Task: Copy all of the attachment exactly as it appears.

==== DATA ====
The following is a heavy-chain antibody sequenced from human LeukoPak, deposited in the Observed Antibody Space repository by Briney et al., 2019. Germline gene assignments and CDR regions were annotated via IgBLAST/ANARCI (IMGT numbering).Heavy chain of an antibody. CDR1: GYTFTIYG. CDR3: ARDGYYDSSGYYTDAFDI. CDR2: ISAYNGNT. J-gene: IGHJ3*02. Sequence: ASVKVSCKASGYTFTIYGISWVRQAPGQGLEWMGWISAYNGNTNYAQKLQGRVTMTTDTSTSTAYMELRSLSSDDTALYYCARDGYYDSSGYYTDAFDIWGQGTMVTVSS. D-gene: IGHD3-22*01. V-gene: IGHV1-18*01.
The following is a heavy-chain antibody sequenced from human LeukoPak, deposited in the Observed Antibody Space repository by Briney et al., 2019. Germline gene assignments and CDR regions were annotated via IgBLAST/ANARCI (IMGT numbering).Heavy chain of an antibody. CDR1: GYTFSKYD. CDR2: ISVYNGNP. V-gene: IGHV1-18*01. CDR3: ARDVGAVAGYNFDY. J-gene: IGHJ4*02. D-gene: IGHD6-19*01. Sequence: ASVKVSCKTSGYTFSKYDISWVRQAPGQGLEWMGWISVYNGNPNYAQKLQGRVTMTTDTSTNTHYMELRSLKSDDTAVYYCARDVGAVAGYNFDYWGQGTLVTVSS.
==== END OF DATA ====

The following is a heavy-chain antibody sequenced from human LeukoPak, deposited in the Observed Antibody Space repository by Briney et al., 2019. Germline gene assignments and CDR regions were annotated via IgBLAST/ANARCI (IMGT numbering).Heavy chain of an antibody. CDR1: GYTFTIYG. CDR3: ARDGYYDSSGYYTDAFDI. CDR2: ISAYNGNT. J-gene: IGHJ3*02. Sequence: ASVKVSCKASGYTFTIYGISWVRQAPGQGLEWMGWISAYNGNTNYAQKLQGRVTMTTDTSTSTAYMELRSLSSDDTALYYCARDGYYDSSGYYTDAFDIWGQGTMVTVSS. D-gene: IGHD3-22*01. V-gene: IGHV1-18*01.
The following is a heavy-chain antibody sequenced from human LeukoPak, deposited in the Observed Antibody Space repository by Briney et al., 2019. Germline gene assignments and CDR regions were annotated via IgBLAST/ANARCI (IMGT numbering).Heavy chain of an antibody. CDR1: GYTFSKYD. CDR2: ISVYNGNP. V-gene: IGHV1-18*01. CDR3: ARDVGAVAGYNFDY. J-gene: IGHJ4*02. D-gene: IGHD6-19*01. Sequence: ASVKVSCKTSGYTFSKYDISWVRQAPGQGLEWMGWISVYNGNPNYAQKLQGRVTMTTDTSTNTHYMELRSLKSDDTAVYYCARDVGAVAGYNFDYWGQGTLVTVSS.